On May 15, 2019, Balash notified the department that he was negotiating a job with Oil Search and he signed a statement of recusal barring him from working on “particular matters” that would have a “direct and predictable effect on the financial interest” of his future employer. But more than a month passed before he sought more specific guidance on his involvement in several North Slope development projects including the NPRA, which he said would “require some additional analysis by your office.” On the ANWR lease sale Balash said it was “unknown who will bid at the sale or whether Oil Search might be interested in participating.”
It is unclear if Balash was advised to recuse himself from matters involving the NPRA, and DOI did not respond to specific questions about the ethics office determination. The draft EIS for the NPRA was released less than three months after Balash left the department.
Those potential conflicts should have raised red flags, according to one good governance advocate.
“DOI ethics office should have told Balash to recuse from matters related to drilling in that part of Alaska if it was clear that his prospective employer would benefit from decisions he made,” said Delaney Marsco, ethics counsel with the Campaign Legal Center.
In an emailed statement, DOI spokesperson Ben Goldey said Balash “consulted with Departmental Ethics officials in complying with all pertinent ethics rules and laws, including recusal objections.”
Oil Search said in an email that it “has consistently stated that it has no plans to bid on ANWR leases,” and added that its contacts with Balash before it hired him were appropriate.
“The company did not have any DOI business or work underway with the Assistant Secretary’s office of the DOI during May – August 2019 when Mr. Balash was being recruited,” it said in the email.
Two weeks after he notified the department in May 2019 about his potential employment contacts with Oil Search, Balash drew applause when he told an audience at the Alaska Oil and Gas Association’s annual conference in Anchorage that the ANWR lease sale the industry had sought for decades “will happen in 2019.”
That estimate proved to be optimistic, though President Donald Trump has bragged that his opening the refuge to exploration was something that even Ronald Reagan had been unable to achieve during his presidency. The planned auction, however, will come just two weeks before President-elect Joe Biden takes office, and the Democrat has vowed to prevent oil drilling in the refuge.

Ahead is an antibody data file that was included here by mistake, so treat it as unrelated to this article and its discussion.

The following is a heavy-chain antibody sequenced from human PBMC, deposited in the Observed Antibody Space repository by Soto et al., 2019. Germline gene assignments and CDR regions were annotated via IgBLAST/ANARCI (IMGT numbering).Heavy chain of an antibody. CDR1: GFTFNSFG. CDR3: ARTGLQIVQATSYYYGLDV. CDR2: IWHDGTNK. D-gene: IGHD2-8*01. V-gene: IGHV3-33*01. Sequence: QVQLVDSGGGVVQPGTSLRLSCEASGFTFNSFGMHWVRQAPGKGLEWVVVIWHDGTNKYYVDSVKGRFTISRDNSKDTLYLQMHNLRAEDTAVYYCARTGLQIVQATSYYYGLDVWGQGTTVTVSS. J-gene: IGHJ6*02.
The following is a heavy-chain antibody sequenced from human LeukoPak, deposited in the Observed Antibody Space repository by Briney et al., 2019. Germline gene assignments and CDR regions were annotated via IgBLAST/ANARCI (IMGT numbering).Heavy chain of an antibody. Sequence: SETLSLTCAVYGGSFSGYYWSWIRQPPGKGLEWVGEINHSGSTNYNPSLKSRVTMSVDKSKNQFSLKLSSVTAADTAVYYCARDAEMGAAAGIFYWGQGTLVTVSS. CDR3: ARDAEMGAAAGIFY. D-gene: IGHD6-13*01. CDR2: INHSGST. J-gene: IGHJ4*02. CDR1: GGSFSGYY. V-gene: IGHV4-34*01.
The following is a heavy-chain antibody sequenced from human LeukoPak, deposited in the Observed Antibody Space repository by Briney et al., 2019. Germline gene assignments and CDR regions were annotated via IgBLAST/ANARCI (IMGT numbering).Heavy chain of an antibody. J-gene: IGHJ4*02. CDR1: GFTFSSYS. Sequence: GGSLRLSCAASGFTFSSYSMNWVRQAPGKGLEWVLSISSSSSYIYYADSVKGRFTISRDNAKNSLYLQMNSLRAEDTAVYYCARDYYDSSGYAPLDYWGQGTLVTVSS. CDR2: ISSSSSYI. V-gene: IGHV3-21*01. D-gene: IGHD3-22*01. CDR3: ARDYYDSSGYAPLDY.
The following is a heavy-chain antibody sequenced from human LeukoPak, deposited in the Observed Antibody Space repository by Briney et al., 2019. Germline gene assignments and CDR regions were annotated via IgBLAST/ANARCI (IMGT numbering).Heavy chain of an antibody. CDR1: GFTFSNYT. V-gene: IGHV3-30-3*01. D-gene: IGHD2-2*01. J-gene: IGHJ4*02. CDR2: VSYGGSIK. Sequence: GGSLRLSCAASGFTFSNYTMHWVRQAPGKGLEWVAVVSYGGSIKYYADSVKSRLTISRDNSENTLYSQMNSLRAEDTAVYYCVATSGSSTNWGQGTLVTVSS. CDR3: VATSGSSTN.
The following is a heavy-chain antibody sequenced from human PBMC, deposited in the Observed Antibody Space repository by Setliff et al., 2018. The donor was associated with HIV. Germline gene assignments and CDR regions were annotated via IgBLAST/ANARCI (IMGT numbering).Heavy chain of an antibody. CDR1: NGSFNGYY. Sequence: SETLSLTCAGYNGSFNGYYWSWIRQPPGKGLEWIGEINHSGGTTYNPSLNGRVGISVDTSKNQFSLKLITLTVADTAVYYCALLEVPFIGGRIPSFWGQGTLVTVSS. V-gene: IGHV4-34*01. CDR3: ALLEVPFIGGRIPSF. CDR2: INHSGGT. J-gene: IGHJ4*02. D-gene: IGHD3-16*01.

Even as Balash and Oil Search were negotiating his future job in 2019, Oil Search was expanding its portfolio in the region, nearly doubling its ownership stake in several lease holdings including the Horseshoe block, which extends into the eastern portion of the NPRA and is believed to contain more than 300 million barrels of oil. In a June 2019 press release, Oil Search announced that it was exercising a $450 million option to increase its assets across the North Slope in a bid to establish a “robust, long-term portfolio in Alaska.” Oil Search has also worked closely with Armstrong Oil and Gas, an independent exploration company that through a subsidiary acquired nearly 1 million acres in the December 2019 NPRA lease sale.
Balash was well aware of Oil Search’s interest in the NPRA, and work on the federal government’s new management plan had been underway for several months. In a June 17 email to DOI’s ethics official, Balash acknowledged that Oil Search has a “direct financial interest” in leases located within the NPRA and that the matter deserved closer scrutiny.
Oil Search was not Balash’s only employment prospect. During the same three-month period, according to the FOIA documents, Balash was also in talks with the National Mining Association to become CEO of the lobbying group, which raised some concerns among ethics officials. On decisions related to expansion of the Rosebud coal mine in Montana, for example, an ethics official said while there were no legal objections, Balash’s participation could “create controversy among those opposed to coal mining,” and that it warranted “consideration as a management matter.”
Few development projects have been as controversial as opening up the Arctic Wildlife Refuge to oil and gas leasing and development but it appears that DOI ethics officials did not raise any objections. Balash continued to engage in refuge related matters until he left the department at the end of August. Two weeks after his departure, the department released the final environmental impact statement for the leasing program, recommending that the entire coastal plain — about 1.6 million acres — be opened to development.